Vineet Kumar from HBS and Timothy Derdenger at Carnegie Mellon University teamed up together and studied bundling as used by Nintendo in their video game market. Revenues fell almost 20% when Nintendo switched from mixed bundling to pure bundling. In the gaming market, prices fall each day, so customers looking to buy just that one thing will choose to wait until it becomes available, likely at a cheaper price.
So should you use upselling, cross-selling, pure bundling, or mixed bundling?
A/B test and find out what works for you!
Specifying a minimum order amount to qualify for free shipping is a great way to use bundling – but it’s important to choose the right minimum order amount that maximizes conversion rates to the bundle.
Amazon does all of this brilliantly.
Benefits of cross-selling and upselling
Cross-selling and upselling are often (and mistakenly) seen as unethical practices to squeeze more sales out of the customer.
As a marketing strategy, however, cross-selling and upselling should be used to ‘help customers win’. It’s about making recommendations that might better meet a customer’s current needs and aiding them to make a choice by being fully informed about their options.
Remind Bob to buy some batteries along with his new wall clock
Jack might be looking for something more powerful than an i5 processor, show him the i7, too.
So how do cross-selling and upselling help you as a marketer?
Increases customer retention
Leaving aside impulse buys, customers buy products and services to solve a problem. They are aware of the problem, but might not be aware of the best solution to the problem.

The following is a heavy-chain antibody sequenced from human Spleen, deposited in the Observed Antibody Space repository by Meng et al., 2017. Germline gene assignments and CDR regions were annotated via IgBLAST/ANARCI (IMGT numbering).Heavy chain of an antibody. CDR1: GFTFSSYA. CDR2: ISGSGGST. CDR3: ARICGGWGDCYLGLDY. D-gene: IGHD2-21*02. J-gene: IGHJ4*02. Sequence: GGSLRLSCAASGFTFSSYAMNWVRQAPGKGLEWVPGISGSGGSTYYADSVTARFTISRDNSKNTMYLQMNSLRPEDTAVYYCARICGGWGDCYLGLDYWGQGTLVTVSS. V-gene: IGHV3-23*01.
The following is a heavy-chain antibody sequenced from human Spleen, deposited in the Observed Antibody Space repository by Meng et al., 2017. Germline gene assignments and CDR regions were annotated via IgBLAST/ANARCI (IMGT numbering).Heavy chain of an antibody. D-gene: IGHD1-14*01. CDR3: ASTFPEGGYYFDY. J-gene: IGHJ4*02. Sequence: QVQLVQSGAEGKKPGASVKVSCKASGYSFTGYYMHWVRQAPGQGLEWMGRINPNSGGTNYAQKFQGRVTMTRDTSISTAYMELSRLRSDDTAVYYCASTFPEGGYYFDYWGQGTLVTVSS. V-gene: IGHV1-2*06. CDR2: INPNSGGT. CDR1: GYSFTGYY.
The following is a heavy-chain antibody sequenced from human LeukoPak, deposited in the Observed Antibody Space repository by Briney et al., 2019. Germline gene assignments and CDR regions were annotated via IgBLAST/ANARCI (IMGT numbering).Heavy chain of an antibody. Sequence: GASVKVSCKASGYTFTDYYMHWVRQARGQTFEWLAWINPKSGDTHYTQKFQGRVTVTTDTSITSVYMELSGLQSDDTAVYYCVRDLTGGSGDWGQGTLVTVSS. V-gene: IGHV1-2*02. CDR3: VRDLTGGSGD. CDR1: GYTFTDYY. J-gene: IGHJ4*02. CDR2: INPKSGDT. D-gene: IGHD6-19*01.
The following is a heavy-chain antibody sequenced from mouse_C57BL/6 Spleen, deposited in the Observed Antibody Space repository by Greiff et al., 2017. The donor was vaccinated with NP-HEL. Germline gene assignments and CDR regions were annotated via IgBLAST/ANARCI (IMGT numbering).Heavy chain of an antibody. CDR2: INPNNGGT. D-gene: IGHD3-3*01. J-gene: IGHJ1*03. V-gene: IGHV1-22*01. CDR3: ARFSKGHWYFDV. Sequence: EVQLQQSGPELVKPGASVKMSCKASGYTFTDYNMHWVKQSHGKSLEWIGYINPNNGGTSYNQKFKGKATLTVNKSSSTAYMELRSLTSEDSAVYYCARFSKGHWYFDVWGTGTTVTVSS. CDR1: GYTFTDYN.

Steve Jobs was right when he said ‘People don’t know what they want until you show it to them.’ Upselling or cross-selling done right helps the customer find more value than they were expecting. It can increase revenues by up to 43%, thereby improving your customer retention and repeat purchases.
Increases average order value and lifetime value
Cross-selling and upselling increase your overall order value and average order value, creating revenue and profit at a very low incremental cost. You’ve already spent valuable marketing dollars to get the customer to your eCommerce store, so maximizing order value is key to ROI.
A Marketing Metric study reports that the probability of selling to an existing customer is 60-70%. The probability of selling to a new prospect is 5-20%. Upselling to existing customers is a great strategy to boost lifetime value.
Lowered customer acquisition cost
Upselling and cross-selling strategies offer a great advantage. As you sell products in bundles and push for upgrades for a high-intent lead, you get more out of a single campaign instead of running a separate campaign for an individual product or an upgrade. Thus, it helps to reduce the cost of acquiring new customers.
Businesses can optimize their marketing efforts with upsell and cross-sell, reaching a larger audience and getting the most out of each customer interaction. This approach saves resources and eliminates the need for separate campaigns for different products or upgrades, resulting in significant cost savings.
Disadvantages of cross-selling and upselling